Despite the now mainstream nature of sexual fluidity, bisexual erasure is still an invasive part of the queer community. We force people to be one thing or the other: gay or straight. But where does that leave the people in-between?.  What about the bisexual woman married to a man? Her attraction didn’t change. She didn’t choose a side. She chose a person. What about the domme, who finds pleasure in giving orders regardless of her partner’s gender? What about bisexual icon Li Shang from Mulan?! To ignore these people (and…um…cartoons) means to ignore the in-between. It creates a demand for boxes to be checked, even when you aren’t made to fit in the box. In denying the existence of entire communities of people, we silence everybody. 

This is especially destructive to Black women who have historically been hypersexualized—from our bodies to our hair, to our body count—all have been used as opportunities to control and determine our worth. Mix that with a general lack of knowledge about bisexuality, and we are soon depicted as indecisive, sex-crazed beings too selfish to embrace commitment.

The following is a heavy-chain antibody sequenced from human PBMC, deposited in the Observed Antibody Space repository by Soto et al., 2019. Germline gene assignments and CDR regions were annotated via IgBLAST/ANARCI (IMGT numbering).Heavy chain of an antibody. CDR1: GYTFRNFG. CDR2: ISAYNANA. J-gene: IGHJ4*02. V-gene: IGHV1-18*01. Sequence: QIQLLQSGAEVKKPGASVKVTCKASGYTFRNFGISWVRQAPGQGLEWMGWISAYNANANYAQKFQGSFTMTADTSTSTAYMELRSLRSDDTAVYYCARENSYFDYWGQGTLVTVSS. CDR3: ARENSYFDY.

Without inclusivity in the queer community, my intersectional experience as a Black and bisexual woman is met with mistrust at best and disbelief at worst. My bisexuality doesn’t prevent the discomfort I feel as a woman when the male gaze lands on me while I walk hand-in-hand with another woman, or by myself. Without inclusion, my annoyance with strangers feel unjustified when they regard my same-sex relationship as “so cute,” but allow my boyfriend and me to just be. By erasing bisexuality, it erases both the excitement I feel when dating someone new, and the relief I feel when I find out that my identity isn’t a deal-breaker. It reduces my sexuality  down to a  choice in wearing a button-up & pants or a dress. 

People  constantly ask questions and demand answers as if I owe them for the inconvenience of widening their perspective. It’s exhausting, and has become so frequent that a pre-made response from my all-inclusive package is the most effective armor I’ve been able to create  in a world that views my identity as unsavory. 

At the end of the day, it is a coming out story for you, not for me. And really, doesn’t that defeat the point?